The double bill of Squeeze and The Psychedelic Furs — which comes to the Stone Pony Summer Stage on Sept. 10, as part of an approximately five-week tour — may seem strange. But Squeeze — with its catchy melodies and intricate wordplay, and the sweet-and-sour harmonies of guitar-playing co-songwriters Glenn Tilbrook and Chris Difford — is such a unique band that the combination of it with virtually any other band might seem like an odd mixture.
Tilbrook and Difford have kept the band going for nearly 50 years now, with many different bandmates; since 2020, the lineup has included keyboardist Stephen Large, bassist Owen Biddle, steel guitarist Melvin Duffy, drummer Simon Hanson and percussionist Steve Smith.
Squeeze was initially part of the new wave movement and reached its commercial peak from the late ’70s to the mid-’80s with hits such as “Tempted,” “Black Coffee in Bed,” “Another Nail in My Heart,” “Pulling Mussels (From the Shell)” and “Hourglass.” Though the band has not released a full-length album since The Knowledge in 2017, it did put out a six-song EP, Food for Thought, last year, that benefits the British hunger charity Trussell Trust, and whose title track (listen below) is a new song that directly addresses the issue of hunger.
“Robert waits for his turn, no fuss/The wage he earns is not enough/The help he gets from the Trussell Trust/Gives his family breathing space … it’s simply a disgrace, their needs cannot be met,” sings Tilbrook. (The EP also includes re-recordings and live versions of five older Squeeze songs.)
I talked to Tilbrook recently, in a Zoom call from his home in London.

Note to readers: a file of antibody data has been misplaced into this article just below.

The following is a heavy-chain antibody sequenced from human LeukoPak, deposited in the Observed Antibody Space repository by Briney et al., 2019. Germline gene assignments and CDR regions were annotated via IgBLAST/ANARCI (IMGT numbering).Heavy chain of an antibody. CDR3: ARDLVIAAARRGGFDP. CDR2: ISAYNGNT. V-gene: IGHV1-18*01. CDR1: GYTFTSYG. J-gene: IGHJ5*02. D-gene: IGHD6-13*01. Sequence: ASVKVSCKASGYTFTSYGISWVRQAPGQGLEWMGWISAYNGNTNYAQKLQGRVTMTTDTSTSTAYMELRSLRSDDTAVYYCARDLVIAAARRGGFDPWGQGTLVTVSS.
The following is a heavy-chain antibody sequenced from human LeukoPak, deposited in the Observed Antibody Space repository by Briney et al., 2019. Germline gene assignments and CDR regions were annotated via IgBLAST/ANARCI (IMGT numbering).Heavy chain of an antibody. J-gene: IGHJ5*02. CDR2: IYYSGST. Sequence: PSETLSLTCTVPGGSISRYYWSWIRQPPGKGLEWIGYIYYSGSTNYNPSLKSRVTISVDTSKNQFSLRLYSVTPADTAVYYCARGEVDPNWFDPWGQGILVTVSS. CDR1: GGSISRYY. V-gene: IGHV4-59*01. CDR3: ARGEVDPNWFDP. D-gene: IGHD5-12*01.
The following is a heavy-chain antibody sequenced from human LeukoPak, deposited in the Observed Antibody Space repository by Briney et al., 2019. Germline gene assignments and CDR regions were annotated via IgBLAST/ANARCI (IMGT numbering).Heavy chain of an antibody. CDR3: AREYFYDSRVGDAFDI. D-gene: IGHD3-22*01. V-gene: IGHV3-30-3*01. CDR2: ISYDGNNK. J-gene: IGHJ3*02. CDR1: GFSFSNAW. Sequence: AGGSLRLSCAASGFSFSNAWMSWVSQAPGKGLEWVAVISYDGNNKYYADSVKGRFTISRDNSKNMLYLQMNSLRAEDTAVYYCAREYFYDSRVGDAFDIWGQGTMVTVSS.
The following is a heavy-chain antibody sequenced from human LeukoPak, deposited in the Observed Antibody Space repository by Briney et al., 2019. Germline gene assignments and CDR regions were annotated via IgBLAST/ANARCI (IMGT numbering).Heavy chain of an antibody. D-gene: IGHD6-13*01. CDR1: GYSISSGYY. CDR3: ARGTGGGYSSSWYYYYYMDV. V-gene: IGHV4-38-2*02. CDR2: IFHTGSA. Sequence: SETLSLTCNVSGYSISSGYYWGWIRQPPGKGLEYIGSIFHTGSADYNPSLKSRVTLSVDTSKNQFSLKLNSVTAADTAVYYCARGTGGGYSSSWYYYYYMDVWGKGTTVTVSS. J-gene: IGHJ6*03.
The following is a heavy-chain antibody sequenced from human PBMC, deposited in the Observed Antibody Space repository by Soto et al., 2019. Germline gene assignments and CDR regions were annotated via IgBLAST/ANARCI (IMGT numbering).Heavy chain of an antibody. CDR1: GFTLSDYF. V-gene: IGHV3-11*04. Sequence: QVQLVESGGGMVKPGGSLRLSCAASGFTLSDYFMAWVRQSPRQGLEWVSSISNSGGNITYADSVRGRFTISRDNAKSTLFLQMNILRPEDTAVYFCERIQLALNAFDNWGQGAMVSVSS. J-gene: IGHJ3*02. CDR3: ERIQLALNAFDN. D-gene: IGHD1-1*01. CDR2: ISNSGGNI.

Q: How did this tour with The Psychedelic Furs come about? Do you have some history with them, or anything like that?
A: We don’t have a history, but after we did the Hall & Oates tour (in 2021), I think we got a lot of people on that tour who weren’t necessarily Squeeze fans before, and I think the idea of touring with them (The Psychedelic Furs) … they’re a good band, I love their work. And it seems like another opportunity to try and widen your net of supporters.
Q: Although, honestly, they don’t seem like a band that you have a tremendous amount in common with, musically.
A: I know what you mean. Perhaps we don’t have that in common, but what we do have in common is coming from a similar time, and I think our demographic circles will overlap, in quite a few places, without being exactly the same.
Q: I guess that was kind of the deal with Hall & Oates, too. You’re not really the same type of band, but you should appeal to a lot of the same people.
Q: Are there any bands that you’ve toured with in the past that you thought were a particularly good match, or a particularly bad match?
A: We did a tour in 1990 with Fleetwood Mac. I love Fleetwood Mac. But where we were at the time, and their audience, didn’t really square with us at all (laughs). It was actually a pretty textbook version of a not-good match for us. It was a situation where multiple things were happening to us that weren’t good: We were in sort of a career-negative spiral, as far as our live work was concerned although, weirdly enough, we did Play, which is one of my favorite albums, after that tour. But commercially, we were not really having a great time.